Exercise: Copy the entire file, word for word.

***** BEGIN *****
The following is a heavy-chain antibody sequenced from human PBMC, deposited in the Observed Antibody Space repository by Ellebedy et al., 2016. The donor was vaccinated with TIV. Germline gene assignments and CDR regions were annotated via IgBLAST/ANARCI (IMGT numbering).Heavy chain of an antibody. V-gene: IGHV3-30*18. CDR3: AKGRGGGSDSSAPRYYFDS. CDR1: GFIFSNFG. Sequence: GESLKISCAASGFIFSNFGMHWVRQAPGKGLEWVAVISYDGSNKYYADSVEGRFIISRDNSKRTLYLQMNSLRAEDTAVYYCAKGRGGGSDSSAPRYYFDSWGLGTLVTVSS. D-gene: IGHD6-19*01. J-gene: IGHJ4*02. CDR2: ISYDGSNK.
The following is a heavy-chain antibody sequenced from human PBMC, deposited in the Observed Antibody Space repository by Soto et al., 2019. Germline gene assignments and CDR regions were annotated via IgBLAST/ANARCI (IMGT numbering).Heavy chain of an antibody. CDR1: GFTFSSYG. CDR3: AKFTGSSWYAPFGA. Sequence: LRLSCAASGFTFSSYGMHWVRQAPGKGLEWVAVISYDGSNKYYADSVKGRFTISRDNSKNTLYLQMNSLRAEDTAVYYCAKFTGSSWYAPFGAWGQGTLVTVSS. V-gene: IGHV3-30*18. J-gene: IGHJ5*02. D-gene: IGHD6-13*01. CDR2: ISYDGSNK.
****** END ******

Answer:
The following is a heavy-chain antibody sequenced from human PBMC, deposited in the Observed Antibody Space repository by Ellebedy et al., 2016. The donor was vaccinated with TIV. Germline gene assignments and CDR regions were annotated via IgBLAST/ANARCI (IMGT numbering).Heavy chain of an antibody. V-gene: IGHV3-30*18. CDR3: AKGRGGGSDSSAPRYYFDS. CDR1: GFIFSNFG. Sequence: GESLKISCAASGFIFSNFGMHWVRQAPGKGLEWVAVISYDGSNKYYADSVEGRFIISRDNSKRTLYLQMNSLRAEDTAVYYCAKGRGGGSDSSAPRYYFDSWGLGTLVTVSS. D-gene: IGHD6-19*01. J-gene: IGHJ4*02. CDR2: ISYDGSNK.
The following is a heavy-chain antibody sequenced from human PBMC, deposited in the Observed Antibody Space repository by Soto et al., 2019. Germline gene assignments and CDR regions were annotated via IgBLAST/ANARCI (IMGT numbering).Heavy chain of an antibody. CDR1: GFTFSSYG. CDR3: AKFTGSSWYAPFGA. Sequence: LRLSCAASGFTFSSYGMHWVRQAPGKGLEWVAVISYDGSNKYYADSVKGRFTISRDNSKNTLYLQMNSLRAEDTAVYYCAKFTGSSWYAPFGAWGQGTLVTVSS. V-gene: IGHV3-30*18. J-gene: IGHJ5*02. D-gene: IGHD6-13*01. CDR2: ISYDGSNK.